Q: Why do you think he entrusted you?
Serkis: I just think he felt that he wanted someone he trusted who had been through the Middle-earth experience before and understood his sensibility and knew how he supports performance with the camera. I’ve always absolutely adored Pete’s way of shooting, keeping the camera moving, and the way that he intensifies moments. He was an amazing mentor, an amazing teacher and very generous.
Q: Do you think the material merits three epic-length films? Is it necessary or just a way to take in more at the box office?
Armitage: It definitely warrants three films. These pictures are textured and layered with incredible detail. The dwarf characters, for instance, in Tolkien’s book, they’re very, very thinly sketched and actually a bit of an anamorphous group whereas every single dwarf you will get to know throughout the course of this journey has very developed arcs. You can get to know them and see how they cope with the world. Also, because “The Hobbit” isn’t a separate universe, it’s entirely as you have seen from the first three films. The grand themes are feathered into the texture of it. So in order to do that fully— allowing each character to have his moment—and to play their part in those themes, you absolutely need three films to do it properly. Condensing it into two films seems almost impossible.
McKellen: Anybody who thinks Peter Jackson would fall for marketing forces rather than the artistic imperative doesn’t know the guy and his body of work. If we’d just made one movie of “The Hobbit,” all of the fans, and I’m thinking of the 8, 9 and 10-year-old boys and girls would watch it a thousand times. By the end of this, they will have three films to watch a thousand times.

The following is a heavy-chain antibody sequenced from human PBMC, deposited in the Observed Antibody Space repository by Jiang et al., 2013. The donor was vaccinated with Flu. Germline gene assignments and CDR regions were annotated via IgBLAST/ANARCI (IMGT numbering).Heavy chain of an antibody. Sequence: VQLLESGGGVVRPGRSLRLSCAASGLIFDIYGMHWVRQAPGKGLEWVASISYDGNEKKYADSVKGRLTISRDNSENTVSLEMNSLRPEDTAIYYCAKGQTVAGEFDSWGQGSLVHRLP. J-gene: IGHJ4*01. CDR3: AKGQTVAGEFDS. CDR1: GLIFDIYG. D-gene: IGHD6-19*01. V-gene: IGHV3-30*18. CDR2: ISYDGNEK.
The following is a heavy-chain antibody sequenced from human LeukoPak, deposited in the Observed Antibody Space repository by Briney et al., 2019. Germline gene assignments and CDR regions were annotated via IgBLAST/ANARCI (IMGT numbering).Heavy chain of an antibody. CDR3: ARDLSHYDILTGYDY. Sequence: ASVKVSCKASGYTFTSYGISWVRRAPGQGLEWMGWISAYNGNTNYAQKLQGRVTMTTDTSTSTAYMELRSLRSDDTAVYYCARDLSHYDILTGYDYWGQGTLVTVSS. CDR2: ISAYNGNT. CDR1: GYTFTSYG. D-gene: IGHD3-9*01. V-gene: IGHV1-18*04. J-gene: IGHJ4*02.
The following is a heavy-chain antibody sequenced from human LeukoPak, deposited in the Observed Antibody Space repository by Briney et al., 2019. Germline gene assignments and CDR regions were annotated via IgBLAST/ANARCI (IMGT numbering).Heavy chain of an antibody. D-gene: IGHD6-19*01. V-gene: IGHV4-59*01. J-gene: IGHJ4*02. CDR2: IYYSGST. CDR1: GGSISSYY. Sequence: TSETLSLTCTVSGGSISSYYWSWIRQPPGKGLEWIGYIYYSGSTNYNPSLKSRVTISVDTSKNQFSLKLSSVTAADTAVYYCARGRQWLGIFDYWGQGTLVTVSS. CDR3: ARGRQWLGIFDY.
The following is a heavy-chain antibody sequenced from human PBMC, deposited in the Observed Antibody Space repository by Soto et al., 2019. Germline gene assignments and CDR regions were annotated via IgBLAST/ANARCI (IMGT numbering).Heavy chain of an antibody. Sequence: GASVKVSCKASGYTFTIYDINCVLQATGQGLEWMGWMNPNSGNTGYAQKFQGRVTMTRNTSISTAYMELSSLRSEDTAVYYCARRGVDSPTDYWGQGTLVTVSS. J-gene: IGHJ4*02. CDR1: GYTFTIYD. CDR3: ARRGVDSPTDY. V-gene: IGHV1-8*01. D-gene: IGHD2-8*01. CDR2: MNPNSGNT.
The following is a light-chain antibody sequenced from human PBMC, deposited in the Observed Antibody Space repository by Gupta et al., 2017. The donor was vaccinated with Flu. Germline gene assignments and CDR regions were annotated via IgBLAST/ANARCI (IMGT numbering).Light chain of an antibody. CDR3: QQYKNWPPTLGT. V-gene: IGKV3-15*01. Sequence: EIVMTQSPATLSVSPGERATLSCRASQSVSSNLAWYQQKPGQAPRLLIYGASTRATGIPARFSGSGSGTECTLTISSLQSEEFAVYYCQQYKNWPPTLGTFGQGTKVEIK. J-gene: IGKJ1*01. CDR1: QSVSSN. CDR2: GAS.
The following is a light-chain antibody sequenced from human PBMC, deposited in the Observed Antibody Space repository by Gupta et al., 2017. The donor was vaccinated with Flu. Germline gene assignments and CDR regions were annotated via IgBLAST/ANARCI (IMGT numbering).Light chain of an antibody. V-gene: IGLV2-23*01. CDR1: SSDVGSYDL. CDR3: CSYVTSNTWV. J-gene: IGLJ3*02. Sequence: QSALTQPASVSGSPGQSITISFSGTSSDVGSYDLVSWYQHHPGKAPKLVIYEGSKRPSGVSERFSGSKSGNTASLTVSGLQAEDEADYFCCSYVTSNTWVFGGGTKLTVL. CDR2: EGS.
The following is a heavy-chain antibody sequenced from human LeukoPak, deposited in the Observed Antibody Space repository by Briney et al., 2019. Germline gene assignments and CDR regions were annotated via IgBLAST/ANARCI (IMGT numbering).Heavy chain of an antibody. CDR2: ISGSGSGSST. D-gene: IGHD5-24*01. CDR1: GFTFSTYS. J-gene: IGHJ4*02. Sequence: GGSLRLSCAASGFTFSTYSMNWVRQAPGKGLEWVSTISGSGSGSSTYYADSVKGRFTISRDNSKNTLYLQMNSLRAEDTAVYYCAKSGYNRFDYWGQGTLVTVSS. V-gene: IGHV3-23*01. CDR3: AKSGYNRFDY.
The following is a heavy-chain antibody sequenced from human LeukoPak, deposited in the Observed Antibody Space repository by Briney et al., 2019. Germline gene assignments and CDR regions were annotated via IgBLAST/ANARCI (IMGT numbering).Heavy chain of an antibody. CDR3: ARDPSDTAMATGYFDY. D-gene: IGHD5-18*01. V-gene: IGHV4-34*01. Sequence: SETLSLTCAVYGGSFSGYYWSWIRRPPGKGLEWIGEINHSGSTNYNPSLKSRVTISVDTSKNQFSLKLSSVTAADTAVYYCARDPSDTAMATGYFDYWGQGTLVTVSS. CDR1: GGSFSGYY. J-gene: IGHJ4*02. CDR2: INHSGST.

Q: Ian, there’s a great scene with you and Cate Blanchett, who reprises her role as Lady Galadriel, in which you talk about the acts of kindness that rid the darkness. Can you expand on how that theme plays throughout the film, and applies to everyday life?
McKellen: We had appeared in the same scene at the end of “The Lord of the Rings: The Return of the King” but we hadn’t actually worked together. They photographed us separately. For this, she was there in person. We had such a congenial relationship because she’s practically running the National Theater of Australia. We had so much to talk about, plays and everything else, as well as the fun of making a movie. We got extremely close and affectionate with each other. Her husband wasn’t around. (He laughs.) There was a moment where she just adjusts my hair, but I think it was Cate rather than Galadriel doing it, and it’s in the movie. I’m still rather shaking. There was a lot of innocent love and dependence going on. As for the message, we’re talking about something that Gandalf feels very strongly. It’s about the little guy that we need (Bilbo) who may be expendable, who may not come back.
Q: Do you have a favorite scene in the movie?
McKellen: Yes. When Martin says, “Am I going to come back? Can you promise that?” And I say, “No.” Not many commanders would say that to their soldiers. It’s a chilling, but heartwarming moment.
Q: Richard, can you talk about how you got the part?
Armitage: Yeah. It was a very simple process of going to meet Pete, and playing a scene that they’d written specifically for the audition. They invented something in that scene that isn’t really in the book, and they honestly captured the essence of the character and where they were probably going to take him in terms of the emotional journey as well as a physical journey. So I tried to interpret what they were looking for. I knew they wanted someone that could be quite fierce on the battlefield. So I was encouraged by that. That was it. It was very simple. Just one meeting, and the phone rang a few weeks later.